I have a cheap 2-bay NAS with a 2TB HDD. To be robust against disk failure, I'm thinking of buying a second 2TB HDD and putting it in RAID1 with Linux mdadm. The file system is ext4.

Will this increase or decrease the performance of the NAS? What about just read or write performance?

There seem to be lots of opinions about this online but no consensus.



So already I've got three different answers: "a fair bit faster", "you wont notice" and "will decrease the performance if anything". (I am interested primarily in read performance.) Wikipedia says "the read performance can go up roughly as a linear multiple of the number of copies". Which one is it?

Edit 2:

I've found mounting evidence in support of RAID1 increasing read performance, including the MD manpage:

Changes are written to all devices in parallel. Data is read from any one device. The driver attempts to distribute read requests across all devices to maximise performance.

I also discovered MD's RAID10 with --layout=f2, which provides redundancy of RAID1 with the read performance of RAID0, and can be used with just two drives. The write performance is reduced however, as a sequential write involves both drives seeking back and forth between distant parts of the drive. man md for details.

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    writes; a little slower. reads; a fair bit faster. From what i understand, the write difference is nearly zero though, and the read is pretty noticeable. – Sirex Feb 3 '12 at 9:33
  • Just what sirex says.. you wont notice performance difference with the bare eye.. Dont expect to double it or even half it. – Piotr Kula Feb 3 '12 at 9:37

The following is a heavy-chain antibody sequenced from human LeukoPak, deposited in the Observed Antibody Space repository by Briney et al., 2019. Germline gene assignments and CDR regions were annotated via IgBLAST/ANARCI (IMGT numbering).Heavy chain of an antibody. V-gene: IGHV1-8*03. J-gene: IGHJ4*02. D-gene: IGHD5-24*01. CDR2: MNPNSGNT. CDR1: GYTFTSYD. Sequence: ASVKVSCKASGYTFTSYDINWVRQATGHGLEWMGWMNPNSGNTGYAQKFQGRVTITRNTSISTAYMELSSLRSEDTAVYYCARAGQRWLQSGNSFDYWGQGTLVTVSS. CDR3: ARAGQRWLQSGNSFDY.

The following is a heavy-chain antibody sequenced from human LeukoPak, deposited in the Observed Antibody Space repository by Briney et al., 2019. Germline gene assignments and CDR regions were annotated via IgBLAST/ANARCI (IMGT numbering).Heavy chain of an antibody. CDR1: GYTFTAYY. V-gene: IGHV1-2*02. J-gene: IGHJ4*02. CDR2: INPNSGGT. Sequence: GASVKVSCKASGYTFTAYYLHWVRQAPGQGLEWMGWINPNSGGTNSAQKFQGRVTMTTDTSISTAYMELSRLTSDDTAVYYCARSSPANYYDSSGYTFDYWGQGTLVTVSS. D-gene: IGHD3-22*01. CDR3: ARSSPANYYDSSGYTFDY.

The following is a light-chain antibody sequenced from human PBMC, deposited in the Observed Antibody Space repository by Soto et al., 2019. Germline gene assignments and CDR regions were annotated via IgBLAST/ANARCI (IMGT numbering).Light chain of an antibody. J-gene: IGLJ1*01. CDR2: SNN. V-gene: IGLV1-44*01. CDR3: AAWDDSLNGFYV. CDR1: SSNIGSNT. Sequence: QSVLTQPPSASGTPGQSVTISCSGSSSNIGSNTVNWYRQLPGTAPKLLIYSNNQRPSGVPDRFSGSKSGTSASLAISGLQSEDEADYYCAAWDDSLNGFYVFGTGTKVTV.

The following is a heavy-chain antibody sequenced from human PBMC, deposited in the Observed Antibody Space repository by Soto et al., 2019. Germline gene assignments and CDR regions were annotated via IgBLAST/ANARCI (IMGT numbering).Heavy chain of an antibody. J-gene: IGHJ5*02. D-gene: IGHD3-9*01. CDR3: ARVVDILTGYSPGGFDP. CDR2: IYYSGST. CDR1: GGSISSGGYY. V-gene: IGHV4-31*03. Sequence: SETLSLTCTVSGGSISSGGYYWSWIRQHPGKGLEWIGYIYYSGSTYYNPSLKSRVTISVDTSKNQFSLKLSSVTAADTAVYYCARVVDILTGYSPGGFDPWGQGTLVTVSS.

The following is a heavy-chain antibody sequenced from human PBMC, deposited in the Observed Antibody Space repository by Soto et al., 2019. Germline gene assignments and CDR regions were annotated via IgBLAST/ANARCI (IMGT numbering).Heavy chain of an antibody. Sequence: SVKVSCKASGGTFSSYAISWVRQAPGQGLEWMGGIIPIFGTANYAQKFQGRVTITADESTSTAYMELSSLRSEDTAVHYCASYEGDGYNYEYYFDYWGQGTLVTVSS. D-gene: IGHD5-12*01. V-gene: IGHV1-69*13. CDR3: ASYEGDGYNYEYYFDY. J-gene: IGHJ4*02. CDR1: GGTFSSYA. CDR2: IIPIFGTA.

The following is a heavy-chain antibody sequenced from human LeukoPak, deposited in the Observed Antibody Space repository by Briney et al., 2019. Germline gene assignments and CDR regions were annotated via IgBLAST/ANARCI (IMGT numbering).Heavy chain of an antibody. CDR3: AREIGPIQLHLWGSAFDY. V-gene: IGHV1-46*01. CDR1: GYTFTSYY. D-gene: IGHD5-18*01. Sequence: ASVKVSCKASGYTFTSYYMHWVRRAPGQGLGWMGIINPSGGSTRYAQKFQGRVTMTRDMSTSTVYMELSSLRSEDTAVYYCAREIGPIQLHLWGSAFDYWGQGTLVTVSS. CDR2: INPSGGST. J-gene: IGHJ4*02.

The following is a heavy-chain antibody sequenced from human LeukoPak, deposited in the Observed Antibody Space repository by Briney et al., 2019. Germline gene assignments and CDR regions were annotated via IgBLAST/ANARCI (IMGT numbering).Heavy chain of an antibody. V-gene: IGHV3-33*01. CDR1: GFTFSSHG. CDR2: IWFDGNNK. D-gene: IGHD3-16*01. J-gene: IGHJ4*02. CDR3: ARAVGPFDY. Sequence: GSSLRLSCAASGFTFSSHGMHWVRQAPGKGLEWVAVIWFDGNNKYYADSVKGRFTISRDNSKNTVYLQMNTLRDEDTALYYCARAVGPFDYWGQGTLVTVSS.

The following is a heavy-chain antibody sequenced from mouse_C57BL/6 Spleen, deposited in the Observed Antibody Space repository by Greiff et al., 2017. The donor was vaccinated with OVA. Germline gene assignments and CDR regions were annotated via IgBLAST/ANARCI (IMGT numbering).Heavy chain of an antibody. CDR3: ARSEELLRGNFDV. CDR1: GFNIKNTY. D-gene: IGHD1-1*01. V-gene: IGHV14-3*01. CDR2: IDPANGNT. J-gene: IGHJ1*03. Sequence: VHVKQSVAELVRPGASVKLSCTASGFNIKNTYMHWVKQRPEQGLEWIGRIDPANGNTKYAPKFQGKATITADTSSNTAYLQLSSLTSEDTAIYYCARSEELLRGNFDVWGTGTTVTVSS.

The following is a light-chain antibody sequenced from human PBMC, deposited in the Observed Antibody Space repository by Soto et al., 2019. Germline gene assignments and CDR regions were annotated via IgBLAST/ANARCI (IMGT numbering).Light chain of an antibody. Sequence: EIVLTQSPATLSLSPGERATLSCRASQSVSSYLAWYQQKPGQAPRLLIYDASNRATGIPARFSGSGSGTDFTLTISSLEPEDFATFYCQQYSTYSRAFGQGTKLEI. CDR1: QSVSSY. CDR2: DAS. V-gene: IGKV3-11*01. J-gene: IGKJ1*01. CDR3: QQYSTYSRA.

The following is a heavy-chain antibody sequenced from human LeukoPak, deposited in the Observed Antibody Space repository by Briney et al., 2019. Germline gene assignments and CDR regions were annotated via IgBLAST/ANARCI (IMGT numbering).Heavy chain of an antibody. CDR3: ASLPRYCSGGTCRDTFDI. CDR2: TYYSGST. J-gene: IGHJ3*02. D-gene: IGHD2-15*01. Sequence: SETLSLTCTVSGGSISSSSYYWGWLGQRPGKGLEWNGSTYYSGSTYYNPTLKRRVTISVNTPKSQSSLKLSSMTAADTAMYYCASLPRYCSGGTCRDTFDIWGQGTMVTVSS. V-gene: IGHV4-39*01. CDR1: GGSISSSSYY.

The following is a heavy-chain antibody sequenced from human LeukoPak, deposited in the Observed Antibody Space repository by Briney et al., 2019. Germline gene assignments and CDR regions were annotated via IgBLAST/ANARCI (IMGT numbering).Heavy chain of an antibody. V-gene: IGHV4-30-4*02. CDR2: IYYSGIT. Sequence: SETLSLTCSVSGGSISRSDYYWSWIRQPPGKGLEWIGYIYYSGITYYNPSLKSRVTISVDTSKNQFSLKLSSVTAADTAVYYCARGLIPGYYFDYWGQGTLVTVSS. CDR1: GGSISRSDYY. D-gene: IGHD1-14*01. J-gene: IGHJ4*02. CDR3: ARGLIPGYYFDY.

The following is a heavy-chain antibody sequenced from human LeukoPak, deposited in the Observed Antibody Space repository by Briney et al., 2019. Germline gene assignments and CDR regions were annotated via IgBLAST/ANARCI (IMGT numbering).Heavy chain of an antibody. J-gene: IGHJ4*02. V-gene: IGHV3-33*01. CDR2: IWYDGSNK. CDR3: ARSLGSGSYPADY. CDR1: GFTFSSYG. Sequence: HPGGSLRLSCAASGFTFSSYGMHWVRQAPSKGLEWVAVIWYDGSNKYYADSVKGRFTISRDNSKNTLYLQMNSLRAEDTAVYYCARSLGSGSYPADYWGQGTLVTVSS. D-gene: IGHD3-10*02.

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    superuser.com/a/992715/79081 – poige Oct 27 '15 at 23:32
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    I miss one part: How fast is access to the NAS. If one disk already fills the network connection then more internal speed will not help you much. – Hennes Jan 10 '16 at 15:37

Yes, Linux implementation of RAID1 speeds up disk read operations by a factor of two as long as two separate disk read operations are performed at the same time. That means reading one 10GB file won't be any faster on RAID1 than on a single disk, but reading two distinct 10GB files*will be faster.

To demonstrate it, just read some data with dd. Before performing anything, clear the disk read cache with sync && echo 3 > /proc/sys/vm/drop_caches. Otherwise hdparm will claim super fast reads.

Single file:

# COUNT=1000; dd if=/dev/md127 of=/dev/null bs=10M count=$COUNT &
10485760000 bytes (10 GB) copied, 65,9659 s, 159 MB/s

Two files:

# COUNT=1000; dd if=/dev/md127 of=/dev/null bs=10M count=$COUNT &; dd if=/dev/md127 of=/dev/null bs=10M count=$COUNT skip=$COUNT &
10485760000 bytes (10 GB) copied, 64,9794 s, 161 MB/s
10485760000 bytes (10 GB) copied, 68,6484 s, 153 MB/s

Reading 10 GB of data took 65 seconds whereas reading 10 GB + 10 GB = 20 GB data took 68.7 seconds in total, which means multiple disk reads benefit greatly from RAID1 on Linux. skip=$COUNT part is very important. The second process reads 10 GB of data from the 10 GB offset.